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The Outliers

lyoo's picture

Field Notes #3 (2/19/13)*

Sarah's picture

field notes, week 2

my notes are attached.

Uninhibited's picture

Fieldnotes Day 2

Today I went on another school visit with my supervisor. This time we visited a high school that has a Student Success Center, therefore, instead of meeting with a guidance counselor we met with the director of the center. Only a small portion of Philadelphia Public Schools have student success centers, which is determined by the funding that they receive. These centers are involved in many college access programs, mentoring, etc, but they vary between schools.
When I arrived at the school I was first struck by how huge it was. It had several floors, big hallways and big rooms. The murals on the wall made it seem welcoming but the size made me feel small. I wonder what the impact of architecture and space has on students. That is something that I hadn't thought about as thoroughly before, but the difference in size between this school and the last one I visited made it noticeable.

Uninhibited's picture


I will post my fieldnotes tomorrow night since I havent had a second visit due to development day in the Philly schools last week. I hope this isn't too inconvenient

ellenv's picture

Field Notes 02/12/13

Field Notes #3



Sarah's picture

Field Notes 2/9/13

I've attached my field notes in a word document.  It was easier for me to format/add pictures that way.

Uninhibited's picture

Fieldnotes #2




lyoo's picture

Field Notes #2 (2/5/2013)*

ellenv's picture

Field Notes 02/05/13

Field Notes #2

February 5, 2013


Last week at the end of my praxis visit, the main classroom teacher and I decided to implement a system of notes to guide my visits to her classroom. This is mainly because she has a meeting for 20 minutes when the students first arrive so there is another teacher in the classroom directing morning meeting. So, when I walked into the classroom today, there was a box labeled “Teacher Ellen” that had several sticky notes inside of it.


The first sticky gave me instructions for the beginning of the day: “please take down the New Years posters on the bulletin board at the back of the classroom and put up the new posters in the box.” The classroom has several bulletin boards, each of which consistently display student work. However, not all student work can be displayed on the board because this teacher teaches the entire 6th grade language arts/social studies classes. Sometimes, the work that is displayed on the boards is chosen randomly (as evidenced by the system I used last week to hang up posters in the hallways, basically put them up until there is no more space). However, sometimes, the student work chosen for display is based on the grade that the students received. Today, that is the case with the student work that I was asked to put up.  All of the work in the pile to hang up had a received a grade of A+, A, or A-.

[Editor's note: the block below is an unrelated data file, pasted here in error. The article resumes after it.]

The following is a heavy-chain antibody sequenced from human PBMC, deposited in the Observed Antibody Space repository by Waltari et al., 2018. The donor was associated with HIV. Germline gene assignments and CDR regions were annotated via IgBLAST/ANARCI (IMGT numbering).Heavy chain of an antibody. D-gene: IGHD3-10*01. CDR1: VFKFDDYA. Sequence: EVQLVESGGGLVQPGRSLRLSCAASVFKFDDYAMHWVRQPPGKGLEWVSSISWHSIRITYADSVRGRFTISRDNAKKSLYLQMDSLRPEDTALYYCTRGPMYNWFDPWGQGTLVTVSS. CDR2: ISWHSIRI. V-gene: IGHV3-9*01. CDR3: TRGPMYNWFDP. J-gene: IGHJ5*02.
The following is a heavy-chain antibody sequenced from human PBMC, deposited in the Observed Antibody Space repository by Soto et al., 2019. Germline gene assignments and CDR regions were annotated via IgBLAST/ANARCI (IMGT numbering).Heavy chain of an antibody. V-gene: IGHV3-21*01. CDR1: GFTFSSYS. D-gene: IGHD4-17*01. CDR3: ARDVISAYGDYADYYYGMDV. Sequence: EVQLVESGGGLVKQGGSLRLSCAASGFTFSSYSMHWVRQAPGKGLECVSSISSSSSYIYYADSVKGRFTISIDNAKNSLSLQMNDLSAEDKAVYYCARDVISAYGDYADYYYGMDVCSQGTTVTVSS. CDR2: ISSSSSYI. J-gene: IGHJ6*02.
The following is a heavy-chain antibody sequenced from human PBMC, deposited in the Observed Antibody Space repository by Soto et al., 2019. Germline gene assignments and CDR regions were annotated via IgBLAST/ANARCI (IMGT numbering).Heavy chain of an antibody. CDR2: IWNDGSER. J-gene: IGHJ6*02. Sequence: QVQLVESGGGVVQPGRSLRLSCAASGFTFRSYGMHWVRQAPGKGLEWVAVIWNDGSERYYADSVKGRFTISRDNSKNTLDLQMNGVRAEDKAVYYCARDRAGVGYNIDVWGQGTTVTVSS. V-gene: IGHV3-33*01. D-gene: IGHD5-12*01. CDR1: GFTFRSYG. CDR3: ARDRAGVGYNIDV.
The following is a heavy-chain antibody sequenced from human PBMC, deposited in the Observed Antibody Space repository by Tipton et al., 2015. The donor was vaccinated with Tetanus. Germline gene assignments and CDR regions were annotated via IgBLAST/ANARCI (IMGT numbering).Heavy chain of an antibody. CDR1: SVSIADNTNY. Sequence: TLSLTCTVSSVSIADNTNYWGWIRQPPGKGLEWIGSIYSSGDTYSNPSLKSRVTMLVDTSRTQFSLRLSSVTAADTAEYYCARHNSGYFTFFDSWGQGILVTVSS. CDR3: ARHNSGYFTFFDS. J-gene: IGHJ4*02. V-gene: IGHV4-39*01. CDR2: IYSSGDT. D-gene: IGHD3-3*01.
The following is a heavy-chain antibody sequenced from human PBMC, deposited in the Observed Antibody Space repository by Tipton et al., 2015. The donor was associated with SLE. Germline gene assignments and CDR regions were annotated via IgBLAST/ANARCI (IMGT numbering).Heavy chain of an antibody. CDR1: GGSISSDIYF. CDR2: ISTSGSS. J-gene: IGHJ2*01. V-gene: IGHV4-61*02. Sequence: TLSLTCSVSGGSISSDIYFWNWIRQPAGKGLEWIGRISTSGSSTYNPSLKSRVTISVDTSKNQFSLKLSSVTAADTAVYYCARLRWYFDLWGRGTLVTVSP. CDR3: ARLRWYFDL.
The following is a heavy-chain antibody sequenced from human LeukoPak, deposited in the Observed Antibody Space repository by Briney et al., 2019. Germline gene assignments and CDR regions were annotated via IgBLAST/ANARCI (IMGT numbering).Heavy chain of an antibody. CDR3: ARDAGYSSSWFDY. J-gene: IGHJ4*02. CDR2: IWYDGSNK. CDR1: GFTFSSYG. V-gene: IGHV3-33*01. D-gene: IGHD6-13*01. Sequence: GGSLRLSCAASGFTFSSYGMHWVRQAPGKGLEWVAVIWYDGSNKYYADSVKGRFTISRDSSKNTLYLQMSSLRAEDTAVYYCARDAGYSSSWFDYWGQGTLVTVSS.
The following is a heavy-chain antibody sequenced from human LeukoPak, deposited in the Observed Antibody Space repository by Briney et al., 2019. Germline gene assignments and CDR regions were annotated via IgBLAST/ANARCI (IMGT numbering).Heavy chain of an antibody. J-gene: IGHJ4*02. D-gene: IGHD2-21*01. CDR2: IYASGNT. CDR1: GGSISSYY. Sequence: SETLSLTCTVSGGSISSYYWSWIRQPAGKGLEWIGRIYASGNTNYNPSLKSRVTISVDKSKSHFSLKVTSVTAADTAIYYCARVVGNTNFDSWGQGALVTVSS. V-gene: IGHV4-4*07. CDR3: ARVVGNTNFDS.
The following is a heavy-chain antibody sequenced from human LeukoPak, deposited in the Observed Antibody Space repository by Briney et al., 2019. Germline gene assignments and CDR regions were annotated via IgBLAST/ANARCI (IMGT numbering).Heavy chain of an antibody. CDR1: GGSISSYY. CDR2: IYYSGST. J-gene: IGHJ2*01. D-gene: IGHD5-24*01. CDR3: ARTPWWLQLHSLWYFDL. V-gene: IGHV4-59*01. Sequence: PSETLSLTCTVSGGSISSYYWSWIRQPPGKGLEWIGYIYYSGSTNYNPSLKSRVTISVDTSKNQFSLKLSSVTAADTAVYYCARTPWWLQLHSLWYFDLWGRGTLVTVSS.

Sarah's picture

Freire and "fear of freedom"

I've read Freire before in other education classes, though usually in smaller sections at a time.  I generally like theory based readings, but found myself having to relate to the real world to stay focused and really understand what Freire was saying.  I thought about how relevant his discussion of the fear of freedom (page 46), which creates the binary of oppressor and oppressed, is visible in many American movements, which makes his work all the more powerful to me because he wasn't intending to write about America specifically.  This leads me to believe his theories are applicable even outside the US, which is impressive.  On page 44 he writes, "In order for this struggle to have meaning, the oppressed must not, in seeking to regain their humanity (which is a way to create it), become in turn oppressors of the oppressors, but rather restorers of humanity in both.  This reminds me of the feminist movement.  I think some people fear that women are trying to conquer men, but the reality is that the feminist movement "restores humanity to both" men and women by allowing women to no longer be oppressed (for example, equal pay) and also so that men are no longer forced to be oppressors (for example, men would be allowed to express feelings and emotions more freely).  He also discussed, on page 45, that "in the initial stage of struggle" the oppressed tend to become oppressors, rather than striving for liberation altogether.

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